It’s important to note the main three factors that influence the cost of a repair:
There may be additional costs associated with a repair, as with a newly installed water heater, including removal of debris and expired equipment, correcting existing plumbing to get it up to code, and replacement of deteriorated piping.
While some plumbing companies mark up their wholesale cost of parts, Northern Air Mechanical Services does not. We do not expect you to pay us more for the same part(s) you can buy at your local hardware store for less.
Below is a breakdown of the average fees we charge for different types of water heater repairs.
When it comes to buying a new water heater, you have two main options – tank or tankless. A water heater with a tank is a traditional unit that stores hot water for when it’s needed. A tankless unit, on the other hand, is an on-demand water heater in which the water is instantaneously heated when hot water is required.
According to HomeAdvisor, the average cost for installing a water heater is $1,177. The lowest being around $800 and the highest at over $1,500. These prices vary significantly based on the cost of the unit.
Instant water heaters are typically priced based on the number of gallons per minute (GPM) it can heat and its British thermal unit (BTU) capability. The higher the GPM and BTU, the more expensive a tankless unit is.
6 – 8 GPM units range from around $700 to $900 (not including installation).
9 – 12 GPM units range from about $1,000 to $1,700 (for higher-end models).
Water heaters with tanks, as mentioned above, are available in either gas or electric-powered models. Both types of water heaters are priced on the capacity, which is measured in gallons.
30- to 40-gallon tanks cost between $300 and $600. However, there are higher-end units that can cost as much as $1,000 or more.
A 50-gallon unit can cost as little as $500 and as much as $1,500 on average.
80-gallon-plus water heaters are priced from around $1,500 to $3,500. However, higher-end units can cost upwards of $5,000 to $7,000.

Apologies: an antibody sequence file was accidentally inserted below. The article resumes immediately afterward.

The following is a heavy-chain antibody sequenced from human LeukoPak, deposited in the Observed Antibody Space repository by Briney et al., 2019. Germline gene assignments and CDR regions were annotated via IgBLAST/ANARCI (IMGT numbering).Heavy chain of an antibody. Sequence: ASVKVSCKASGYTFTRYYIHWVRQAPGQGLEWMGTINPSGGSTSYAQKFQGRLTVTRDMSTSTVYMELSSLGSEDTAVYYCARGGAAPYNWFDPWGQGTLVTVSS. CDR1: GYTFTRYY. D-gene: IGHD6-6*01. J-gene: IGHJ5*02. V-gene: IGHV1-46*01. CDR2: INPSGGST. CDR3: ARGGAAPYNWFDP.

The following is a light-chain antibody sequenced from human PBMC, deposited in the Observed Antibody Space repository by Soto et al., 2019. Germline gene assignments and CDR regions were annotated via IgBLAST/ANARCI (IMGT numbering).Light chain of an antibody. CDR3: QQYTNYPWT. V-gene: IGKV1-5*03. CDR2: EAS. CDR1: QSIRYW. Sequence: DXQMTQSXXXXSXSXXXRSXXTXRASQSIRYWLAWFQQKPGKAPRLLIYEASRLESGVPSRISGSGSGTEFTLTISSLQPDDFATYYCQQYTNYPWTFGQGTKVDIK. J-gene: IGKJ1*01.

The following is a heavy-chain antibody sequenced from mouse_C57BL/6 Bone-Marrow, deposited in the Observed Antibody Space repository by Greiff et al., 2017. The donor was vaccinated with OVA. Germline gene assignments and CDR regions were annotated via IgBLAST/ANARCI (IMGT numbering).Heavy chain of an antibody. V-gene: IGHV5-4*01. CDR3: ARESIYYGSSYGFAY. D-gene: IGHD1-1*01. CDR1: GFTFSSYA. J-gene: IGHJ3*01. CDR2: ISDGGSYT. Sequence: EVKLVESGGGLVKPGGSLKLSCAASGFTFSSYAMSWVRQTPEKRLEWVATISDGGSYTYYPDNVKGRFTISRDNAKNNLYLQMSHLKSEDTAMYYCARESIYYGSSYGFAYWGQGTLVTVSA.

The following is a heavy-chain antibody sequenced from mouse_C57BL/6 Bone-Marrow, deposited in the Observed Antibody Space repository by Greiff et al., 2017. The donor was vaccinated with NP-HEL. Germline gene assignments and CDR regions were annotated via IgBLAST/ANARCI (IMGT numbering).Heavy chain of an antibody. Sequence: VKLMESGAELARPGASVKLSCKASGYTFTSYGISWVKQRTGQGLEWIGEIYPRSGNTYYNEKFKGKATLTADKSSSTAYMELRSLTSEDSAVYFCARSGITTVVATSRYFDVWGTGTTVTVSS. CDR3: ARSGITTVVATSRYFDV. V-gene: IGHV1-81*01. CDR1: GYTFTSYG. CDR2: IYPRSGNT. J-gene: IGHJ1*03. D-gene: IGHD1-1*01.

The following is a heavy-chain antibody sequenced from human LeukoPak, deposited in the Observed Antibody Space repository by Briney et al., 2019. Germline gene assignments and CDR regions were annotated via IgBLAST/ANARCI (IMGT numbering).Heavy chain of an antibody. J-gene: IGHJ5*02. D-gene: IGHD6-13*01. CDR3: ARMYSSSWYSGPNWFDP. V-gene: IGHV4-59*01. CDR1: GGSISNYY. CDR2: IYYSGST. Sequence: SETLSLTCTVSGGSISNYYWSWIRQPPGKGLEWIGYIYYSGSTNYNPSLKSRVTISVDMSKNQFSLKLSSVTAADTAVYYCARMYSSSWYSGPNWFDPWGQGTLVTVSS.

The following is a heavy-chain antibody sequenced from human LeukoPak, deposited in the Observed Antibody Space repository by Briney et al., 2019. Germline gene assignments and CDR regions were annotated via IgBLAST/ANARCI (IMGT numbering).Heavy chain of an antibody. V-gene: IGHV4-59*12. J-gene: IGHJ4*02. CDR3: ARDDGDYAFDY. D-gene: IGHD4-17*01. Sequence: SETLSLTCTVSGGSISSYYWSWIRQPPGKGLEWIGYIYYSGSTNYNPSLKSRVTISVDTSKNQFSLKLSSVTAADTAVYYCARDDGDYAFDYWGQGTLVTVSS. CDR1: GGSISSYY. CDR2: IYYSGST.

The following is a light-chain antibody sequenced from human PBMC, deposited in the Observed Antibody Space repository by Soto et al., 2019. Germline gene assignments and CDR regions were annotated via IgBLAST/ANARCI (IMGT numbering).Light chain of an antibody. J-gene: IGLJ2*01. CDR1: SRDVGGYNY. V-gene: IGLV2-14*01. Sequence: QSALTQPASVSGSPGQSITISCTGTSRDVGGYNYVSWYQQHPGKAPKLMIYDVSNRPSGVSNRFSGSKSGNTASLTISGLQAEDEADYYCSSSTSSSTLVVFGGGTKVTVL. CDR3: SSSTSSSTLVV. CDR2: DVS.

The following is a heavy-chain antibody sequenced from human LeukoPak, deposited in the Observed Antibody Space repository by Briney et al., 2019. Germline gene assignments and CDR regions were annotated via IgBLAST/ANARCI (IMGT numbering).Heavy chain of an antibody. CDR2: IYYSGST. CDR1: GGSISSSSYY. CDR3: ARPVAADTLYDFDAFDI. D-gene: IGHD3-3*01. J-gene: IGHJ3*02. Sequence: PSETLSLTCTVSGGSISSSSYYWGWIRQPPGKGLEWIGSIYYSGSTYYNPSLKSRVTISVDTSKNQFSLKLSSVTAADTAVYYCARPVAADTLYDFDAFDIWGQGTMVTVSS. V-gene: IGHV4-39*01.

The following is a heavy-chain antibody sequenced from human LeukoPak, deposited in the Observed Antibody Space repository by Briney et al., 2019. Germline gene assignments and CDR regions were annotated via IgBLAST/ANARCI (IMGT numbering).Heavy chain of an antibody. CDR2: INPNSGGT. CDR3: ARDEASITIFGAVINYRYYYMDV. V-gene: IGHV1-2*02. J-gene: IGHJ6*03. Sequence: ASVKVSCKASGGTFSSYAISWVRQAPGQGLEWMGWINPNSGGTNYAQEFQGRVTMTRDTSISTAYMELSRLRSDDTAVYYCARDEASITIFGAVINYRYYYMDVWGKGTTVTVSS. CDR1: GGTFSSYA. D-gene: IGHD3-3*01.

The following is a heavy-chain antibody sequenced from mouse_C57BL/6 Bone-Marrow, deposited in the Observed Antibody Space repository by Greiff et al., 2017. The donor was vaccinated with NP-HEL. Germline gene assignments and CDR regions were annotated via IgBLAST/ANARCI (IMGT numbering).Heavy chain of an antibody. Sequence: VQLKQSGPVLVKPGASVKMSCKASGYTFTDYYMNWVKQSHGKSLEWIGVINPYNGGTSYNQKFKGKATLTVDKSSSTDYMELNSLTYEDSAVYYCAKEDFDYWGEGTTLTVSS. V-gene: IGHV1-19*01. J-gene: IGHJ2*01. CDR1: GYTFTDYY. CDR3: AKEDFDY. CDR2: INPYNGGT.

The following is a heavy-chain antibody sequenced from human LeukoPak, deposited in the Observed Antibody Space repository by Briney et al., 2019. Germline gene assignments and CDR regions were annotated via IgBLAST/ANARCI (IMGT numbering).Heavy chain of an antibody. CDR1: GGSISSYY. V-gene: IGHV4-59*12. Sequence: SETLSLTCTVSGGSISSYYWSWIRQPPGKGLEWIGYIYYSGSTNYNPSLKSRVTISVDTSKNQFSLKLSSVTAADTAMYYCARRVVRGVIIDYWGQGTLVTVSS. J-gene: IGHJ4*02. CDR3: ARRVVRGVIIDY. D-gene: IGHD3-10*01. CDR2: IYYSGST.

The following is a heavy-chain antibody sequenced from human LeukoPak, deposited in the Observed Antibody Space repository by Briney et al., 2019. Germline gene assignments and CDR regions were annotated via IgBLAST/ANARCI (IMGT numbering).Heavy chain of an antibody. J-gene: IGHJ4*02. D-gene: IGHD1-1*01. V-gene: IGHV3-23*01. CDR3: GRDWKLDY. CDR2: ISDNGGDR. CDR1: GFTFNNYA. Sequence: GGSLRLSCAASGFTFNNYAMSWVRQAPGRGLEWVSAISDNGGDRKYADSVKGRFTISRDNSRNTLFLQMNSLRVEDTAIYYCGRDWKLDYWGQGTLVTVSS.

In addition to the cost of the water heater itself, you have to take into account the labor that goes into removing the old unit and installing the new one, how accessible the space is, and disposal of the old uni (if applicable).
Similarly, if old piping or fixtures need to be replaced, there may be an additional fee for this.
In regards to the labor that goes into installing a new unit, the average number of hours it takes is two to three. However, please keep in mind that every job is different and the time it takes to complete a job can vary.
If your water heater is 10 years old or close to it, you are better off putting your money towards a new unit. Even if a repair fee is a fraction of the cost of a new unit, how many more repairs will need to be made and how much longer will the unit continue to work before you’re forced to buy a new one?
If your water heater is only a few years old and needs inexpensive parts, you should consider opting for repair as it will likely be many more years before another repair call is needed.
When it comes to extending the lifespan of your water heater, maintenance is key. Below are the most common maintenance activities required for water heaters with tanks.
Here are the six mains tests and checks plumbing pros check when maintaining a water heater.
Anode rods are designed to deteriorate and need to be replaced roughly every year, as mentioned above.
The pressure relief valve is typically attached to a copper pipe on the side of the unit and a bucket is required to catch the water.
Sediment gathers at the bottom of the tank and should be flushed out when performing annual maintenance.
If the energy bill seems high, you can save upwards of five percent on your water heating bill for every 10 degrees the temperature is lowered.
Insulation keeps water warmer longer and without it or with deteriorated foam, you could be paying more than you need to for hot water.
Similar to insulating the pipes, wrapping the tank in specialized insulation is a great way to keep the water in the tank hot longer and requiring less energy to keep it hot.